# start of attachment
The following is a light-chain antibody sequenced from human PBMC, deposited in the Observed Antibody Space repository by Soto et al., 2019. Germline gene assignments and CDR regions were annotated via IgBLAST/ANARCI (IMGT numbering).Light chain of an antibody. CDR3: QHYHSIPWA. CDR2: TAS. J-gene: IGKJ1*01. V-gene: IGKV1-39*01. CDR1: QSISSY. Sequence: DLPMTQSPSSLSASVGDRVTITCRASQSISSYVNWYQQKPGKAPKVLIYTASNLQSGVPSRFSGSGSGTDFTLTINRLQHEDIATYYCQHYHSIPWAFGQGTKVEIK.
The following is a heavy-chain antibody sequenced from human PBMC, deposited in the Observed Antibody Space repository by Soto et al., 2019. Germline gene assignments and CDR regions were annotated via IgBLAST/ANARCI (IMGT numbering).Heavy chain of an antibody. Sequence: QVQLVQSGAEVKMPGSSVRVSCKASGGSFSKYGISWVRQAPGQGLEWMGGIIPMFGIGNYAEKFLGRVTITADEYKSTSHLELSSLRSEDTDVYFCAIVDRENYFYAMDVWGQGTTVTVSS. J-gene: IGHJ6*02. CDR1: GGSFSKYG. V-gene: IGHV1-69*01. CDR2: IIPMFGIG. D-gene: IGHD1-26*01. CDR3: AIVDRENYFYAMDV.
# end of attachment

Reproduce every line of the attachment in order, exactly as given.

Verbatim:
The following is a light-chain antibody sequenced from human PBMC, deposited in the Observed Antibody Space repository by Soto et al., 2019. Germline gene assignments and CDR regions were annotated via IgBLAST/ANARCI (IMGT numbering).Light chain of an antibody. CDR3: QHYHSIPWA. CDR2: TAS. J-gene: IGKJ1*01. V-gene: IGKV1-39*01. CDR1: QSISSY. Sequence: DLPMTQSPSSLSASVGDRVTITCRASQSISSYVNWYQQKPGKAPKVLIYTASNLQSGVPSRFSGSGSGTDFTLTINRLQHEDIATYYCQHYHSIPWAFGQGTKVEIK.
The following is a heavy-chain antibody sequenced from human PBMC, deposited in the Observed Antibody Space repository by Soto et al., 2019. Germline gene assignments and CDR regions were annotated via IgBLAST/ANARCI (IMGT numbering).Heavy chain of an antibody. Sequence: QVQLVQSGAEVKMPGSSVRVSCKASGGSFSKYGISWVRQAPGQGLEWMGGIIPMFGIGNYAEKFLGRVTITADEYKSTSHLELSSLRSEDTDVYFCAIVDRENYFYAMDVWGQGTTVTVSS. J-gene: IGHJ6*02. CDR1: GGSFSKYG. V-gene: IGHV1-69*01. CDR2: IIPMFGIG. D-gene: IGHD1-26*01. CDR3: AIVDRENYFYAMDV.